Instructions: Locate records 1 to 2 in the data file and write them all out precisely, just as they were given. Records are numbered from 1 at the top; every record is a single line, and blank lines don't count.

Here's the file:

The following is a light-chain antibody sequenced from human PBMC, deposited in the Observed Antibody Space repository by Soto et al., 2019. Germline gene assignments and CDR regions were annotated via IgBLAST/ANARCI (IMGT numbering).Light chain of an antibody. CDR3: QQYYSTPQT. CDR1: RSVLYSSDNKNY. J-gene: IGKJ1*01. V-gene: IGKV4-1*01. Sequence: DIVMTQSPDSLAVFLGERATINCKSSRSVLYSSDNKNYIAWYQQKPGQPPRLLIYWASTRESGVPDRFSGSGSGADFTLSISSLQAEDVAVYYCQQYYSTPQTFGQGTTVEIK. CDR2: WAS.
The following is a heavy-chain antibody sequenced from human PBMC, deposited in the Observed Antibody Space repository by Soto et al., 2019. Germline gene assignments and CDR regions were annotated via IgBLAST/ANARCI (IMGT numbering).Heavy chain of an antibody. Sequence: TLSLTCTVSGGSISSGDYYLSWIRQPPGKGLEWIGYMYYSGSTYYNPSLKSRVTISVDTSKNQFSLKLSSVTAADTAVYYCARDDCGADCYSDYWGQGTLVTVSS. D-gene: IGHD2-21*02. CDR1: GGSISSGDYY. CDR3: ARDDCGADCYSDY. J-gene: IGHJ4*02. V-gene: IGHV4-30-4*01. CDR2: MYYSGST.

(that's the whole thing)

The following is a light-chain antibody sequenced from human PBMC, deposited in the Observed Antibody Space repository by Soto et al., 2019. Germline gene assignments and CDR regions were annotated via IgBLAST/ANARCI (IMGT numbering).Light chain of an antibody. CDR3: QQYYSTPQT. CDR1: RSVLYSSDNKNY. J-gene: IGKJ1*01. V-gene: IGKV4-1*01. Sequence: DIVMTQSPDSLAVFLGERATINCKSSRSVLYSSDNKNYIAWYQQKPGQPPRLLIYWASTRESGVPDRFSGSGSGADFTLSISSLQAEDVAVYYCQQYYSTPQTFGQGTTVEIK. CDR2: WAS.
The following is a heavy-chain antibody sequenced from human PBMC, deposited in the Observed Antibody Space repository by Soto et al., 2019. Germline gene assignments and CDR regions were annotated via IgBLAST/ANARCI (IMGT numbering).Heavy chain of an antibody. Sequence: TLSLTCTVSGGSISSGDYYLSWIRQPPGKGLEWIGYMYYSGSTYYNPSLKSRVTISVDTSKNQFSLKLSSVTAADTAVYYCARDDCGADCYSDYWGQGTLVTVSS. D-gene: IGHD2-21*02. CDR1: GGSISSGDYY. CDR3: ARDDCGADCYSDY. J-gene: IGHJ4*02. V-gene: IGHV4-30-4*01. CDR2: MYYSGST.